Chukchi is a Chukotko-Kamchatkan language spoken in eastern Siberia, mainly in the Chukotka Autonomous Okrug. According to the 2010 census there are about 5,000 speakers of Chukchi, which is also known as Chukchee, Chukot, Chuchi, or Chuchee. The Chukchi call themselves Ԓыгъоравэтԓьэн (Lyg'oravetl'en), which means "the real people". The name Chukchi is an Anglicized version of a Russian adaptation of Čävča (a man who is rich in reindeer), which is what the Chukchis' Tungusic-speakers neighbours call them.
There are two groups of Chukchi: the Tundra or Interior Chukchi (Chavchu - reindeer men) and the Costal Chukchi (Ankalyn - costal men). The majority of Chavchu speak Chukchi and resit Russian language and culture, while most of the Ankalyn under 50 speak Russian in addition to Chukchi. Many Chukchi also speak Yakut, Lamut, and/or Yukaghir.
Chukchi was first written at the beginning of the 20th century. Before then one Chukchi man named Tenevil had devised a pictographic script, however this was only used in his camp. The first official script for Chukchi was a version of the Latin alphabet devised in 1931 by Vladimir Bogoraz, a Russian revolutionary exiled to Chukotka. He also wrote a grammar of Chukchi, and an ethnographic study of the Chukchi. In 1937 the Latin alphabet for Chukchi was replaced by the Cyrillic alphabet. This was revised in the 1950s and 1980s.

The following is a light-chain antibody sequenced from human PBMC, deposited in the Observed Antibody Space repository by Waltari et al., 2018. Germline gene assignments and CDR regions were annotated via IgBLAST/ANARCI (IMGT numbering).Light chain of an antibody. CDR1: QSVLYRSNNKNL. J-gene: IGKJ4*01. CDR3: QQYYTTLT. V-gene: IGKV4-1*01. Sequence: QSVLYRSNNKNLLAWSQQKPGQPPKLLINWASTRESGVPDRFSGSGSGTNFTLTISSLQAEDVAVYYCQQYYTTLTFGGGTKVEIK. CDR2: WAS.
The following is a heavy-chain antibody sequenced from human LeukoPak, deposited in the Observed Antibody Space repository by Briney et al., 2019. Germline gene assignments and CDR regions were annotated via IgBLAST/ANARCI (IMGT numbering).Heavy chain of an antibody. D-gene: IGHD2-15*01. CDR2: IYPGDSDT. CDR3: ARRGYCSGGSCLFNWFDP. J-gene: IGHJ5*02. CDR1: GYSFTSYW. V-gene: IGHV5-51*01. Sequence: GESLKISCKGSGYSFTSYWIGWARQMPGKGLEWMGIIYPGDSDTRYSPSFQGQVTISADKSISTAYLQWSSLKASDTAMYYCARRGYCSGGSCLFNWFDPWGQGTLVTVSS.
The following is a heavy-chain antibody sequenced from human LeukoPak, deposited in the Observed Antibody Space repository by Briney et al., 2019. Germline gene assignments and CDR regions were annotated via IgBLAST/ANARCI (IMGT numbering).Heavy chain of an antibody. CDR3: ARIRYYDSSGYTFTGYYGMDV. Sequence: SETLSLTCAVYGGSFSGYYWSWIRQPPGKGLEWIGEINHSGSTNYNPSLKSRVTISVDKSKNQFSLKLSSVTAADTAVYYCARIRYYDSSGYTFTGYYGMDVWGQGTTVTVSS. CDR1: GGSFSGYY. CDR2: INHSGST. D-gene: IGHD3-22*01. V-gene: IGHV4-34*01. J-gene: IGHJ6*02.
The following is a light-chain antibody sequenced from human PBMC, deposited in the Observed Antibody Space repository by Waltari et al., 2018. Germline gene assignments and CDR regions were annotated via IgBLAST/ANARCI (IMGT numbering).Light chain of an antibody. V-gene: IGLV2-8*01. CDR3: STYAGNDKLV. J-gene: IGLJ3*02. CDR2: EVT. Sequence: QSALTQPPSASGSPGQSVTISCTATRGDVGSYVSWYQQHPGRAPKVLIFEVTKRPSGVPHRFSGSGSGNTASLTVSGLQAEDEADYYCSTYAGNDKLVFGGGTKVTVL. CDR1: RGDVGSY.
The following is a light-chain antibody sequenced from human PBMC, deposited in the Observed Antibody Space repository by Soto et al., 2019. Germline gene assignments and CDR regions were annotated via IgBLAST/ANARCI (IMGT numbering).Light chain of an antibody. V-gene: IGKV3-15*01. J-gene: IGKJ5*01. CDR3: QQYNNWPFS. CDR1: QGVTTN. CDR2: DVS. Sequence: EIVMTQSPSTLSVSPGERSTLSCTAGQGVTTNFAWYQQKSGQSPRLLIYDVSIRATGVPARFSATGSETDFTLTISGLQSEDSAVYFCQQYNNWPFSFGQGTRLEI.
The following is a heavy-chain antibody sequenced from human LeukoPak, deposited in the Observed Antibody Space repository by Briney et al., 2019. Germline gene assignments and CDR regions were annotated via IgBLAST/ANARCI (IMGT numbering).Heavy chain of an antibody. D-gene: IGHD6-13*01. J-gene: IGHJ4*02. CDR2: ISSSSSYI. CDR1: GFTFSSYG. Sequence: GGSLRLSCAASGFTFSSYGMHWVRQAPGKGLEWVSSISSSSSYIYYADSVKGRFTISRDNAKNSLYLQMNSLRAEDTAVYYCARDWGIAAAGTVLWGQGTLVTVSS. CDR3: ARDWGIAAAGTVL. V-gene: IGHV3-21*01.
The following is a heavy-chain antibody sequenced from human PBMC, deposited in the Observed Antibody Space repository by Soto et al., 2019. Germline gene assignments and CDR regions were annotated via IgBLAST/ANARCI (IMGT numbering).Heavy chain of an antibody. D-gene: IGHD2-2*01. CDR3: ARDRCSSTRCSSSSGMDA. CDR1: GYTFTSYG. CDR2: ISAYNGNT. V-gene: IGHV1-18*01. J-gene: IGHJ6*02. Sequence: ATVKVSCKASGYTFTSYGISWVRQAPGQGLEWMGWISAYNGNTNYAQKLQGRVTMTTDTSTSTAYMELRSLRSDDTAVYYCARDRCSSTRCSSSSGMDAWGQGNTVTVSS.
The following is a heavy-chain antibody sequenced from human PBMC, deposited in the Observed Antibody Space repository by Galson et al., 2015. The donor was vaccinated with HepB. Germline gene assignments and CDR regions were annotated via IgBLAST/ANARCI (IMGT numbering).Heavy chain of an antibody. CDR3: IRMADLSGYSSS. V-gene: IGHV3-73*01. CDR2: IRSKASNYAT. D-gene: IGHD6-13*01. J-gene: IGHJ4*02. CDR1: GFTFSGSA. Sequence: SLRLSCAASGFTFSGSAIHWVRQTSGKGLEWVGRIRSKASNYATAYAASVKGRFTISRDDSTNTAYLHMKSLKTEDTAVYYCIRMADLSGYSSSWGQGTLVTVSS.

A few books and newspapers in Chukchi have been published. Chukchi is can also be heard on radio and television for about an hour a day, and is used as a medium of instruction in primary schools.
The letters Бб, Дд, Жж, Зз, Сс, Фф, Хх, Цц, Шш and Щщ are only used for loanwords.
Information about Chukchi pronunciation compiled by Wolfram Siegel, with corrections by Captain Lokason.
Photos of the Chukchi people
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